I'm a newbie and want to get into real estate investments. As of now, I want to start with either SFH or MFH. I hear statements all the time about WHEN to start REI. My question is does it matter when I enter the market being a newbie?
@Lamar Hickley While in a perfect world, you would buy in a down market, I wouldn't wait for it to happen. You could lose a lot of time waiting for something that might not happen.
Doesn't really matter when you jump into the market.
When it's a buyer's market there are easy pickings, you'll have more competition from new investors, but it will be easier to make things happen. When it's a seller's market, you'll have to make the deals happen, but the deals are always there.
I'll explain a little:
There are three parts of the market.
1> Rehabed or newly built homes. There aren't many of these around per each town. Depends on investor activity. Buyers that don't want to fix anything when they move in love these, but that means a lot of buyer competition right now.
2> Homes that are solid but might need some updating. These are the most available. Families have been living in these for 10-20 plus years and need to move on. New home owners see these as an option if they don't mind a little updating at some point.
3> Homes in physical or financial distressed. These are sometimes not very obvious. For the rehabber, this is where to find deals. These homes might not be obvious. They might look fine on the outside, or the roof and siding look rough. They come in all kinds of condition. The number of homes worth less than their mortgage is supposedly less than 4% in the country right now, but I still see a lot of distressed properties going to auction in just about every neighborhood. That means, even in a seller's market, there are potential deals to be had. It just might take a little work.
4> Rental market. Single family homes, duplexes, and 3-4 family, and apartment buildings. As long as rents are increasing due to a lack of development, rentals will always be needed.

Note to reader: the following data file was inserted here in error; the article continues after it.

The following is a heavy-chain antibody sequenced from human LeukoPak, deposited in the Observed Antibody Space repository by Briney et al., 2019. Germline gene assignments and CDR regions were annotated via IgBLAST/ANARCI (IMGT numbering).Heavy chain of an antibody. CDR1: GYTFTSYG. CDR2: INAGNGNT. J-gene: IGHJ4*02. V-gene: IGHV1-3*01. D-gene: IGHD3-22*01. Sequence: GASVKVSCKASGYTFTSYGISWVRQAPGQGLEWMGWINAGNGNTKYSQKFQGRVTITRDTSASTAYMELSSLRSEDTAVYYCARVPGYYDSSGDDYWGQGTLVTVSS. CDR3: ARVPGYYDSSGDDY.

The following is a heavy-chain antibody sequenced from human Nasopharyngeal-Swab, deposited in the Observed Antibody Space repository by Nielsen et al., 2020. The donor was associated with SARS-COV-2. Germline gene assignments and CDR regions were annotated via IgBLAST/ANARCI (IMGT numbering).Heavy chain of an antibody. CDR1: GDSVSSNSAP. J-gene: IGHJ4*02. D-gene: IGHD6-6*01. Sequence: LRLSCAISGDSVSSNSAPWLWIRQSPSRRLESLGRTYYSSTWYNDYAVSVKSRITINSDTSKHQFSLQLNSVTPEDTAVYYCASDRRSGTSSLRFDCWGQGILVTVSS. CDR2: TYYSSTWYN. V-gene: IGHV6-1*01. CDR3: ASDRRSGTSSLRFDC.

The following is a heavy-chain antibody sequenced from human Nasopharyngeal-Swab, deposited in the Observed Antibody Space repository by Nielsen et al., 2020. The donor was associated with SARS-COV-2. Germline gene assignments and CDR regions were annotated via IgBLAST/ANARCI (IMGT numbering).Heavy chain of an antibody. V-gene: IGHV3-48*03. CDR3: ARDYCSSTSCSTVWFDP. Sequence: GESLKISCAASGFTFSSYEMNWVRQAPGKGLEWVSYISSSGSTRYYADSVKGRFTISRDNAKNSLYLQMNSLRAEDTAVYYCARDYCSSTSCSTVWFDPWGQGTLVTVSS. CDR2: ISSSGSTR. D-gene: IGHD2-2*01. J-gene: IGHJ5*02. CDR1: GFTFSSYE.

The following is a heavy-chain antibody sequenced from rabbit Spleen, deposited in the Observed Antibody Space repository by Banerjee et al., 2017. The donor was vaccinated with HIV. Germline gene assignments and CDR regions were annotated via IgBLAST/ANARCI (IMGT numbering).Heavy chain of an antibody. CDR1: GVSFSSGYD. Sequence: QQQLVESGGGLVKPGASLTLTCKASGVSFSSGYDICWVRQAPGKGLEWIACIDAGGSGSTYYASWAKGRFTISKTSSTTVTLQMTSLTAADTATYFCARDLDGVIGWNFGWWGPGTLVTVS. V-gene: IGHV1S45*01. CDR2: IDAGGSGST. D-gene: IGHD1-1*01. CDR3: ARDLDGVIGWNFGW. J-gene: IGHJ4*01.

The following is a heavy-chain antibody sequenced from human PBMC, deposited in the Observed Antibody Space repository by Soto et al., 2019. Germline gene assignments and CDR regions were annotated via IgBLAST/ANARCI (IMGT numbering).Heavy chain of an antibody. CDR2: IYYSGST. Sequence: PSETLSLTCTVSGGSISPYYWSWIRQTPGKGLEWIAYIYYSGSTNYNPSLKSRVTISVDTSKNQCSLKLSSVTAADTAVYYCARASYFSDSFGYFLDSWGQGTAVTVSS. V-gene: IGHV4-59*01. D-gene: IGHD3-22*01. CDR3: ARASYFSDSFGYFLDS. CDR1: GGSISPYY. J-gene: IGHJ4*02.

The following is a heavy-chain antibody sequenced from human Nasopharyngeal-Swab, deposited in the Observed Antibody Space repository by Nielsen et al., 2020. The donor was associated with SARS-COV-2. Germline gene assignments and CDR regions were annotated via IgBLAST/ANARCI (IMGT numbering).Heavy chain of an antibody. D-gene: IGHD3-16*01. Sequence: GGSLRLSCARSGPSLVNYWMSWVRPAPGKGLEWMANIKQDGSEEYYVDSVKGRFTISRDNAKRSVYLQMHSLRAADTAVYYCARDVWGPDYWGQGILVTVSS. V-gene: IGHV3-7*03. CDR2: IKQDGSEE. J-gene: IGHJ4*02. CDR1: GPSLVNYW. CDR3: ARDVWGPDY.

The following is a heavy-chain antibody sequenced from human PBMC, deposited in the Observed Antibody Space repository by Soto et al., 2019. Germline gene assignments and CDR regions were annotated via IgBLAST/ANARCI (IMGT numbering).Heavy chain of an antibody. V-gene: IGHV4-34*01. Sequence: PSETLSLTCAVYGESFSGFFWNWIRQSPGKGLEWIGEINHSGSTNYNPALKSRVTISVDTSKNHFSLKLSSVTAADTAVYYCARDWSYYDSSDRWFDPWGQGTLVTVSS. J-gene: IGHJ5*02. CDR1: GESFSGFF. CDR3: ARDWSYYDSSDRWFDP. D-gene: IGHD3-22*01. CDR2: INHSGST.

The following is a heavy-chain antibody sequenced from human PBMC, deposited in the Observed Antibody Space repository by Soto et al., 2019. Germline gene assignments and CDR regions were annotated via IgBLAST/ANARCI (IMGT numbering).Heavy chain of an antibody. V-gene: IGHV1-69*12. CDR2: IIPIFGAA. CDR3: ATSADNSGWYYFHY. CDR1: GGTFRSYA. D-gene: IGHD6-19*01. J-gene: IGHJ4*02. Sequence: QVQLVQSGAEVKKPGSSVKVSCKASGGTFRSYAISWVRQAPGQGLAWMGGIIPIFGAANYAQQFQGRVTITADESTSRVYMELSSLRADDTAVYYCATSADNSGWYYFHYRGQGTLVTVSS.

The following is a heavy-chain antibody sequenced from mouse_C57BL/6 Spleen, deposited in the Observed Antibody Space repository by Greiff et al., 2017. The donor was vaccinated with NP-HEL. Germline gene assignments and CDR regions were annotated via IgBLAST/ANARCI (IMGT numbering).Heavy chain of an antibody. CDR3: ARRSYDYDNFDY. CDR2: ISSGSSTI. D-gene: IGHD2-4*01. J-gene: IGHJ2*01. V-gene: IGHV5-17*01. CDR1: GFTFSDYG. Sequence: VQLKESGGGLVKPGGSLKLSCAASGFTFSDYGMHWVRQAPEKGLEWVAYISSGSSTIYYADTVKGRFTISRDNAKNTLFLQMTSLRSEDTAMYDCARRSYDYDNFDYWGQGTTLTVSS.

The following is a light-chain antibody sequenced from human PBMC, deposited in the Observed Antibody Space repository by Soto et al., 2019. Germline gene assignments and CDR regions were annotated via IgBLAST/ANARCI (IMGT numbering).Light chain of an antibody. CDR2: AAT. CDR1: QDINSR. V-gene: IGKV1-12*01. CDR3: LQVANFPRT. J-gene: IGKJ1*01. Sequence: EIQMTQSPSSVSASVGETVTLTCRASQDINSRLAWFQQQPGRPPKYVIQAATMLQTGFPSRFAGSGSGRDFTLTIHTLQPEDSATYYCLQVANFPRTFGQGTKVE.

5> Commercial and mixed use (commercial below, apartments upstairs) property. There are still a lot of commercial vacancies in the country. Last I heard it was still around 11% in vacancies. So, the recovery isn't there yet. But, mixed use is always popular.
@Dawn Brenengen Thank you for the encouragement! Fear tries to creep in so I tell my myself that if I wait for the perfect moment then it would be less of a risk.
@Christopher Phillips WOW! The breakdown of the different niche and strategies really helped me a lot! Basically the market is forever changing but there are various ways to succeed if you put in the work.
THANK YOU BOTH!!
Time is the greatest ally of the buy and hold real estate investor. The sooner you buy, the quicker you start paying down that mortgage.
The best time to buy, is now.... Too many newbies are waiting for a market Correction, the reality when it happens interest rates will be higher and the Experience Investors are the ones that will be able to take advantage of the opportunities available..
When I started about 3 years ago everything I was researching was at a new time high, my only regret was not starting earlier..
If a deal makes sense and you have the resources to buy don't wait if your goal is to invest in RE..
I think the best time to get your feet wet is when the market its hot so that you have the experience to take maximum advantage when it's cold.
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